For more than two months, New York Islanders General Manager Garth Snow could have told the hockey world that his club was selecting John Tavares with the first pick in the 2009 NHL Entry Draft. Snow was given the right to make such a proclamation on April 14, when the 30th-ranked Isles won the Scotiabank Draft Lottery after finishing the 2008-09 season with the worst record in the NHL.
But Snow wouldn't divulge the news on that night or any other up until Friday. It came down to Tavares -- the Ontario Hockey League's all-time leading scorer -- or Swedish defenseman Victor Hedman. It even could have been Matt Duchene, who darted his way up the scouting rankings during the course of the season. Tavares, however, had been the consensus No. 1 pick since scoring 72 goals as a 16-year-old in the Ontario Hockey League.
Tavares was certainly the chosen one by the majority of the roughly 10,000 fans who showed up at the Coliseum on Friday. Some walked through the arena doors two hours prior to the start of the draft, eager to begin celebrating the arrival of the team's first pure goal scorer since Zigmund Palffy skated here in the mid-to-late 1990s.
Prior to the start of the draft, there were videos featuring each of the big three prospects. Each time Tavares was shown, the cheers grew louder. It was obvious who the thousands in the building wanted. Afterwards, chants of "JOHN TA-VAR-ES!" got under way. Still, nobody in the building knew if Tavares would actually become a member of the New York Islanders.
With Islander greats Bryan Trottier, Mike Bossy and Bobby Nystrom inside the Coliseum, Snow put an end to the drama in Montreal at roughly 7:15 p.m. Eastern time, when he claimed Tavares with the No. 1 selection. Snow couldn't get his newest player's last name out before chaos -- the good kind -- erupted back on Long Island. Confetti shot out of the scoreboard as fans high-fived each other at ice level. The goal horn sounded, a noise everyone here should become more accustomed to now that Tavares is on board.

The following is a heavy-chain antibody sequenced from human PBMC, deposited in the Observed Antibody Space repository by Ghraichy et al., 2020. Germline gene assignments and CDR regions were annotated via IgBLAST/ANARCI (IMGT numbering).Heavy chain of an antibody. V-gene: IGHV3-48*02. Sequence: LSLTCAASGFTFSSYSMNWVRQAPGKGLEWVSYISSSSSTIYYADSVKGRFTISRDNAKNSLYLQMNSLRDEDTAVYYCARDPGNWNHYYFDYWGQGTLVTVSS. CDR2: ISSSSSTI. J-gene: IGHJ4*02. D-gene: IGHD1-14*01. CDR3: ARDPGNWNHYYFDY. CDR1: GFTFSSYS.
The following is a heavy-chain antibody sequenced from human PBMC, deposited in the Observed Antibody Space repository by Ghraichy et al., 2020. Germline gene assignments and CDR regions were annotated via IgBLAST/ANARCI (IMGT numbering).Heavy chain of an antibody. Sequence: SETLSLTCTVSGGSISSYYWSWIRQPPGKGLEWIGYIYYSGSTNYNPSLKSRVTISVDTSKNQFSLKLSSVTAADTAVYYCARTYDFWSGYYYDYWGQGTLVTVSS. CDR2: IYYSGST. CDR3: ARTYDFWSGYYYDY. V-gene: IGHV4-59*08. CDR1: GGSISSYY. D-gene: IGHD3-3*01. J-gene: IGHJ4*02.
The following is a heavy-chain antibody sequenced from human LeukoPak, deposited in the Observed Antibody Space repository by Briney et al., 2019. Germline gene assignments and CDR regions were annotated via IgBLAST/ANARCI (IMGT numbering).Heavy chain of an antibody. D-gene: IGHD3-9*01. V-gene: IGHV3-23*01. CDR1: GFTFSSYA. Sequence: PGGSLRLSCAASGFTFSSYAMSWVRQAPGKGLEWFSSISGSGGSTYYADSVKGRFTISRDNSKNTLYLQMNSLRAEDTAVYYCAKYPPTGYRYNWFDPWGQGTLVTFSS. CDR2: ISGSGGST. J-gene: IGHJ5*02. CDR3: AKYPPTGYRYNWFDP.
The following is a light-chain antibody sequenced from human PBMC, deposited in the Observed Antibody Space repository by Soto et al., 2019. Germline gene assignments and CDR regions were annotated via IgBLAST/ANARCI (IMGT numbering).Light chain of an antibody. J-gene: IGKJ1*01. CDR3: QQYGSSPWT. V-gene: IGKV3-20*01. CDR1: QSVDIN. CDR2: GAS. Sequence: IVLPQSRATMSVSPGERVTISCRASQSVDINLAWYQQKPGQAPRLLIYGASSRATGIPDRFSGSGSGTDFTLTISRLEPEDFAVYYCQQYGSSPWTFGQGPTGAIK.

Before the Isles even made their second first-round selection -- which came earlier than expected -- the team announced that fans who purchased season tickets on Friday night would have the opportunity to meet Tavares next week, providing them yet another reason to cheer. Jersey orders were fast and furious.
Yes sir, everyone on Long Island is pumped.
"It's very, very exciting," said Bryan Trottier, one of the franchise's all-time greats and the club's Executive Director of Player Development. "Great energy in this building tonight. There's a lot of very excited fans. It's really great for Long Island. He's an exciting player with terrific skills."
The excitement wasn't over, though. Moments later, NHL Commissioner Gary Bettman announced in Montreal that the Isles had traded up for the Columbus Blue Jackets' No. 16 selection. Once again, the Coliseum roared. Snow was sticking to his plan to build within the draft.
But he wasn't done.
Unlike last year -- when Snow traded down twice from No. 5 to No. 9 to take Josh Bailey and stockpile draft picks in the process -- he moved up twice in this first round. After acquiring Columbus' pick (No. 16) in exchange for the No. 26 selection, Snow traded up again with the Minnesota Wild to No. 12, creating another buzz at the Coliseum. With the 12th pick, Snow grabbed puck-moving defenseman Calvin de Haan, who nearly averaged a point per game (8 goals, 55 assists in 68 games) in his first season of junior hockey (Oshawa).
Trottier, along with Scott Gordon and his coaching staff, will have the opportunity to work with Tavares, de Haan and others that the Islanders will select when the draft resumes on Saturday when the club holds his annual rookie camp next month. Judging by his enthusiasm on Friday night, Trottier's ready to put the blades on right now.
"It'll be great to embrace the new faces and welcome the kids to the core group," Trottier said. "I'm sure the coaching staff is as excited as I am. Just a great night."
One that was long overdue on Long Island.
Contact Brian Compton at: firstname.lastname@example.org.